JEFFERSON CITY — The Missouri Ethics Commission lost some of its investigatory powers Tuesday and the public lost access to some campaign finance reports when the state Supreme Court invalidated a 2010 ethics law because of the way it was passed by lawmakers.
The high court's decision means candidates for the legislature and statewide offices will no longer have to publicly report contributions of $500 or more within 48 hours of receiving them while the legislature is in session. The decision also revokes a ban on certain committee-to-committee money transfers that had been intended to make it easier for the public to track the original source of contributions.
As a result of the ruling, the Ethics Commission will lose its power to launch investigations by unanimous votes. It will instead revert to a prior law allowing it to act only after receiving a complaint about a potential campaign finance or ethics violation by an elected official, candidate or lobbyist.
"The law contained certain items important to the commission's daily operations and enforcement," stated a release from the Ethics Commission. "The result of the decision deals a blow to the commission's ability to enforce and administer the law."
Some lawmakers said Tuesday they would attempt to re-enact much of the 2010 law by passing another measure during the session that runs through mid-May. Gov. Jay Nixon encouraged them to do so.
"Today's ruling leaves a significant hole in Missouri's ethics laws," Nixon, a Democrat, said in a written statement. "And the General Assembly must move quickly to get a strong ethics bill on my desk."
The Missouri Supreme Court's unanimous decision affirms a March 31 ruling by Cole County Circuit Judge Dan Green. Green ruled that the 2010 ethics law violated a section of the Missouri Constitution prohibiting legislators from amending a bill to change its original purpose. Green put a hold on the effect of his ruling pending the appeal to the state Supreme Court.
As originally introduced, Senate Bill 844 allowed statewide elected officials to use the Office of Administration to determine the best bids for their contracts. The high court let stand the provisions related to government contracting but struck down everything else.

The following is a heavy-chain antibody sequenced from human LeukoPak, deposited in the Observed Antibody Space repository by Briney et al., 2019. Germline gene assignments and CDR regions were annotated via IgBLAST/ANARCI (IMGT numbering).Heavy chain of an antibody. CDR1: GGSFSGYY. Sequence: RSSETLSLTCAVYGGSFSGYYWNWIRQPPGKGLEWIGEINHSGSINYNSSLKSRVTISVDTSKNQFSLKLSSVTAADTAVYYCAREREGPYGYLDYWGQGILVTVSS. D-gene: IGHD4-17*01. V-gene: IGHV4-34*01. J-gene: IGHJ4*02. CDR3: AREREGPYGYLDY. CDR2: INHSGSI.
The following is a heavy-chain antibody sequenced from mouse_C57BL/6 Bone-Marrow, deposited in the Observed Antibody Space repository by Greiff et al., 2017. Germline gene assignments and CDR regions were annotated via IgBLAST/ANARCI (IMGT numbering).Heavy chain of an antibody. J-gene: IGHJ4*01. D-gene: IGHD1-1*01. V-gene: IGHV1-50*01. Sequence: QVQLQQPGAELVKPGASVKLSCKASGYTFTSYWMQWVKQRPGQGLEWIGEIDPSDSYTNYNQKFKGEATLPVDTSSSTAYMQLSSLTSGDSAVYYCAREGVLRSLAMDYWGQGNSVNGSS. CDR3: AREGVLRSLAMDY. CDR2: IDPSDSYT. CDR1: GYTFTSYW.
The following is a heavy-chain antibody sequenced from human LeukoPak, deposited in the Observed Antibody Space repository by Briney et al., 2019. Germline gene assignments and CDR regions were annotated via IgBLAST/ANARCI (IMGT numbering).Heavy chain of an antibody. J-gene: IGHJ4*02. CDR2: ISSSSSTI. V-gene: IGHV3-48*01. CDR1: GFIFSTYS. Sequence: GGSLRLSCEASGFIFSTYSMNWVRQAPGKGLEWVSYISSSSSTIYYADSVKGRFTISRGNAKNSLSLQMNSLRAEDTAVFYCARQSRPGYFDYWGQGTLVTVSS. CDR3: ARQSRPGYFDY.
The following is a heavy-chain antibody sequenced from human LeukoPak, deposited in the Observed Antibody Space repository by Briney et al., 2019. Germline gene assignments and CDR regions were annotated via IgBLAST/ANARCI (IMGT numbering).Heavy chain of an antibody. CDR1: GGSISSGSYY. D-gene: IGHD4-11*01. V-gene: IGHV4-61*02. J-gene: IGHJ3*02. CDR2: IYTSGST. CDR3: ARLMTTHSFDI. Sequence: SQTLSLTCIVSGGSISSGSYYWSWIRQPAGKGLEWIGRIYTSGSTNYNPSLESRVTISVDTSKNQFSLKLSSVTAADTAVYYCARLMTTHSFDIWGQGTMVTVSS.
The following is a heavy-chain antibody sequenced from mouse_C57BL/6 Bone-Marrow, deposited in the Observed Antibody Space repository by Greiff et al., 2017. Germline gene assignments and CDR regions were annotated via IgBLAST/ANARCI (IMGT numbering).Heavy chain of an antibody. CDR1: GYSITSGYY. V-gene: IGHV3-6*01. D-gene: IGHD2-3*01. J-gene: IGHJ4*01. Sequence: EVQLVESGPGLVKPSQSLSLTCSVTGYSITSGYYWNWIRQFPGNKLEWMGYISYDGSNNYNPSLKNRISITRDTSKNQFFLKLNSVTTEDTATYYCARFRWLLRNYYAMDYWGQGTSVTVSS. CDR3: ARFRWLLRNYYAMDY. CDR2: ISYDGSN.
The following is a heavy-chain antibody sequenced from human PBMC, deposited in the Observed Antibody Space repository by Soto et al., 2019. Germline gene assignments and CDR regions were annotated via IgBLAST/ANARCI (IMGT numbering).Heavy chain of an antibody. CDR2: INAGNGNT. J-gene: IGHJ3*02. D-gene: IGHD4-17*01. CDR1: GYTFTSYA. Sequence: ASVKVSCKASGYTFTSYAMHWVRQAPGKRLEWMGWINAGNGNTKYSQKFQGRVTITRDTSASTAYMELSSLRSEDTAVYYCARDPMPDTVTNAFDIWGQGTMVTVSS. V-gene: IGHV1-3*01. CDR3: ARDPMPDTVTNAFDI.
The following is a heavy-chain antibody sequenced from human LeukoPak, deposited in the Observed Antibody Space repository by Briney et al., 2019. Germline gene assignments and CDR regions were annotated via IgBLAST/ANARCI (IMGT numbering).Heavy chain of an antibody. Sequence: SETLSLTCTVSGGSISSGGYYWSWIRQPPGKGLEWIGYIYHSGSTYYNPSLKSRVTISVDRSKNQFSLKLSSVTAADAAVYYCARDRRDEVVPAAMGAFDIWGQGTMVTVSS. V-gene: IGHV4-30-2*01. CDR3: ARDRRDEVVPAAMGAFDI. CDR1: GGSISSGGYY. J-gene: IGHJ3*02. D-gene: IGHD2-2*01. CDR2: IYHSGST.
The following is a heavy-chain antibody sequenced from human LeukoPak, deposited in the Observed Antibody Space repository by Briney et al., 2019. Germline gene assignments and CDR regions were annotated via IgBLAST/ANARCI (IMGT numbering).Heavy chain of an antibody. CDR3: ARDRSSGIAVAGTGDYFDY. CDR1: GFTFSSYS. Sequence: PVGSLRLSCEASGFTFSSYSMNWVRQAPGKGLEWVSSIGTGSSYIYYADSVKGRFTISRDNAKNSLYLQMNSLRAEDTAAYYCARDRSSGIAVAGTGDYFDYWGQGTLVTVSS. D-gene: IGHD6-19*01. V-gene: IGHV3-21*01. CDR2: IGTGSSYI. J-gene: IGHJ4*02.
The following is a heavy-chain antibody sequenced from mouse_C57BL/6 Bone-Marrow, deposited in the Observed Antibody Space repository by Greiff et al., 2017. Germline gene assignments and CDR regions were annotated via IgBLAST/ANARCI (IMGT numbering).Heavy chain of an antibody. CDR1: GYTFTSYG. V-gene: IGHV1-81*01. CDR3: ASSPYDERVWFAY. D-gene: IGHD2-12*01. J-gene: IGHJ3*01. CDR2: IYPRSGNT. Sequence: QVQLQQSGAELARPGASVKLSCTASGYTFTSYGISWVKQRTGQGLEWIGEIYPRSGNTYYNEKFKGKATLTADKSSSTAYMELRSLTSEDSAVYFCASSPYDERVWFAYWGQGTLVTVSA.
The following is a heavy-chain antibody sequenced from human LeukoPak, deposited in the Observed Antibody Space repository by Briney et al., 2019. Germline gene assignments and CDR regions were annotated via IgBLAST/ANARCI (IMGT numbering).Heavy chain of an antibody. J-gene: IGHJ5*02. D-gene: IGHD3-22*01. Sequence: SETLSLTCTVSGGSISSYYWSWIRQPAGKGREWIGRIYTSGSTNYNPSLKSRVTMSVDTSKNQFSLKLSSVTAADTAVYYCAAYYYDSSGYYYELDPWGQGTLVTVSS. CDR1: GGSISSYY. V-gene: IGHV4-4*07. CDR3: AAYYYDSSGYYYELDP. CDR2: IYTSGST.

The sections relating to campaign finance and ethics requirements "are not logically connected or germane to procurement, which was the original purpose," Chief Justice Richard Teitelman wrote in the Supreme Court's decision.
In a concurring opinion, Judge Zel Fischer said he would have struck down even the sections about government contracting and would have put a permanent halt to "the judicially created doctrine" that allows courts to sever unconstitutional parts of legislation while allowing other sections to stand. Fischer said the severance doctrine "amounts to judges being allowed to draft legislation" and may also subvert a governor's veto authority.
Senate Majority Leader Tom Dempsey said he hadn't yet read the Supreme Court ruling but would support efforts to revive stricken portions of the law, especially sections granting greater investigatory powers to the Ethics Commission. He said the sections restricting committee-to-committee money transfers also served an important purpose, because Missouri allows contributions of unlimited amounts.
"Whereas it may be unappealing to see a candidate get a $100,000 contribution or a $250,000 contribution, at least there is a line between the donor and the candidate to where people see it and you can ask questions," Dempsey, R-St. Charles, said.
Rep. Jason Kander, who was one of the sponsors of the 2010 law, said the measure brought "much needed transparency to our campaign finance system" and should be restored before the 2012 elections take place.
"The court's ruling today makes it imperative that we act this legislative session to immediately cut off the ability of politicians to launder money and obscure the source of their political contributions," Kander, D-Kansas City, said. He is also running for secretary of state.